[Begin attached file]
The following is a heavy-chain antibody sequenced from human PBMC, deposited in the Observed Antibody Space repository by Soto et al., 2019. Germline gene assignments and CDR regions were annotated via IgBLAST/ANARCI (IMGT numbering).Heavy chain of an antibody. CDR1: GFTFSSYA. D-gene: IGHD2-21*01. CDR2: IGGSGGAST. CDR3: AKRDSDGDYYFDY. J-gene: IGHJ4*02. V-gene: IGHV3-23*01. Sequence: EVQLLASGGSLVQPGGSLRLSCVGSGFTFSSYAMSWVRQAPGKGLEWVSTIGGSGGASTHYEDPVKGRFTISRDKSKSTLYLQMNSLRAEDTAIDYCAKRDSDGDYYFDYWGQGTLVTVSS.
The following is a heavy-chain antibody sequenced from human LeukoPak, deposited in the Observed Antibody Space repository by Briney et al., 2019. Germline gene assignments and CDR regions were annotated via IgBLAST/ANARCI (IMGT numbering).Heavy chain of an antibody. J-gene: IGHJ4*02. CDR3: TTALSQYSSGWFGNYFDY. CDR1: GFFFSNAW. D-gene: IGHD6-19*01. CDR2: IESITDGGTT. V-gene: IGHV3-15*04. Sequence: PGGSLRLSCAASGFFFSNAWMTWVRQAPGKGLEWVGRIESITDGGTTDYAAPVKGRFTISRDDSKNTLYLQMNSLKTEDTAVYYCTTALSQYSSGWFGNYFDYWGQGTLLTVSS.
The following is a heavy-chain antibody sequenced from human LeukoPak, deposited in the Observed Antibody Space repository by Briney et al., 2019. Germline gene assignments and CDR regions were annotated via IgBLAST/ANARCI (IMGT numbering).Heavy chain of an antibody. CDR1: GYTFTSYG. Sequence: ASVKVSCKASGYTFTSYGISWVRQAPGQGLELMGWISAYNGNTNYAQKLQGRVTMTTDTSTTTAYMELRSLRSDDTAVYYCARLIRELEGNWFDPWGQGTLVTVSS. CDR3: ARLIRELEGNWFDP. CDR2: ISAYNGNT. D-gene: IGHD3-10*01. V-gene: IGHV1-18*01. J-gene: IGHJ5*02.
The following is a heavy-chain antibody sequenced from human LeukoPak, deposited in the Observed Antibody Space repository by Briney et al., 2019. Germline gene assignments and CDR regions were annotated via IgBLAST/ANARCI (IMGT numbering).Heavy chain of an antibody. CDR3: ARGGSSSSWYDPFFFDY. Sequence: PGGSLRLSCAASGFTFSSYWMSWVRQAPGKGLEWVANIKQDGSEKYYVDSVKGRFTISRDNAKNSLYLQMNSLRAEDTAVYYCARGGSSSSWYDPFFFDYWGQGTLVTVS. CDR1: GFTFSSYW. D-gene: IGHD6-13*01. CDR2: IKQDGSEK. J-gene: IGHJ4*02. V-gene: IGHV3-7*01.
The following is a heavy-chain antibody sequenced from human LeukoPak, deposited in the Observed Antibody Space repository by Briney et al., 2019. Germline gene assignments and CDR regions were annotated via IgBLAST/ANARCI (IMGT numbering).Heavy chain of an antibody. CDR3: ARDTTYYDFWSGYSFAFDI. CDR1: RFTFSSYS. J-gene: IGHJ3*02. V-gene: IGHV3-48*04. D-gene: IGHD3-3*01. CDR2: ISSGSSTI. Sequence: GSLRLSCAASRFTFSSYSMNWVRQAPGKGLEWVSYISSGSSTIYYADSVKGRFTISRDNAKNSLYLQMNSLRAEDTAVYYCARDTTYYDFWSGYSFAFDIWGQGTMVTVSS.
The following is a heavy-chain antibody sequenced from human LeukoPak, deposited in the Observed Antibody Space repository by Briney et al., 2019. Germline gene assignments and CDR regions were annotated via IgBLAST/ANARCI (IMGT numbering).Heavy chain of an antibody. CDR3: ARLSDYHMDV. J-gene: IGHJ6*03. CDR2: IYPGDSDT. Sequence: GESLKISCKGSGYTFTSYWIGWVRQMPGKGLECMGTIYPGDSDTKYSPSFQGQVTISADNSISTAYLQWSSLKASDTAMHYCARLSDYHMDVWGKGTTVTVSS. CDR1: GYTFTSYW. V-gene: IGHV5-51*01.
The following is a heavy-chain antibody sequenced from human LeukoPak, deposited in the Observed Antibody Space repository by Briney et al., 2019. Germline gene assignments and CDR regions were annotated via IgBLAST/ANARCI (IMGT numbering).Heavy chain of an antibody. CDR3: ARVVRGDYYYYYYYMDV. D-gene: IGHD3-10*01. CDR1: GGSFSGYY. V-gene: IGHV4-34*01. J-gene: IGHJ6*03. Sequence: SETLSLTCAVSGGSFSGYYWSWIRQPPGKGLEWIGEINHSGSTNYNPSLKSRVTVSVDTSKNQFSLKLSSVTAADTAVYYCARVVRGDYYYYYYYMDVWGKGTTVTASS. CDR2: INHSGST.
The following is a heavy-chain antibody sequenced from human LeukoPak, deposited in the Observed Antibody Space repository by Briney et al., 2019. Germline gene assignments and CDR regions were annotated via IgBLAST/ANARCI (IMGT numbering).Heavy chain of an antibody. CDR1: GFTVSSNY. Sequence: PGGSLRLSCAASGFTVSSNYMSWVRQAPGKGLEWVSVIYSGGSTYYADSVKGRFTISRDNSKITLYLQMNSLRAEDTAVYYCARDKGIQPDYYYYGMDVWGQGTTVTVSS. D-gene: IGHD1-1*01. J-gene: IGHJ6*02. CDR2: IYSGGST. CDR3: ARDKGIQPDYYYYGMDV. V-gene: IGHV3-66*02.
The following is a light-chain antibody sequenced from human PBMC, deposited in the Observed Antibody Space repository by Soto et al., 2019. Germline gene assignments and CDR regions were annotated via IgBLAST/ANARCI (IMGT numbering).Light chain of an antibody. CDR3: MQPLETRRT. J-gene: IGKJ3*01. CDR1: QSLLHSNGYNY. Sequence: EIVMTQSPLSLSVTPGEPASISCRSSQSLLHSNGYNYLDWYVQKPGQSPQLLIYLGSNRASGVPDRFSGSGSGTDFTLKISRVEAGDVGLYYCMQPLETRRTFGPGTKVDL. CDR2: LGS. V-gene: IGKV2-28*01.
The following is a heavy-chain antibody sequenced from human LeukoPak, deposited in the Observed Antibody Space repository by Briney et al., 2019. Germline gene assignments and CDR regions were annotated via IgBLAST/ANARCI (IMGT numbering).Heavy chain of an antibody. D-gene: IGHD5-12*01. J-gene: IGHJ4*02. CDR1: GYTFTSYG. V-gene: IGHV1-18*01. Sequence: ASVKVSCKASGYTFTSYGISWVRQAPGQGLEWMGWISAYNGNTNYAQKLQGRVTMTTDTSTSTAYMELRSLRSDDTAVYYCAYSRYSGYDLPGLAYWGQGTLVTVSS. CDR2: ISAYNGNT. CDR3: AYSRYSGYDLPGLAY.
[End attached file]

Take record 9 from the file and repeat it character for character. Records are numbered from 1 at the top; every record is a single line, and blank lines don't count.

The following is a light-chain antibody sequenced from human PBMC, deposited in the Observed Antibody Space repository by Soto et al., 2019. Germline gene assignments and CDR regions were annotated via IgBLAST/ANARCI (IMGT numbering).Light chain of an antibody. CDR3: MQPLETRRT. J-gene: IGKJ3*01. CDR1: QSLLHSNGYNY. Sequence: EIVMTQSPLSLSVTPGEPASISCRSSQSLLHSNGYNYLDWYVQKPGQSPQLLIYLGSNRASGVPDRFSGSGSGTDFTLKISRVEAGDVGLYYCMQPLETRRTFGPGTKVDL. CDR2: LGS. V-gene: IGKV2-28*01.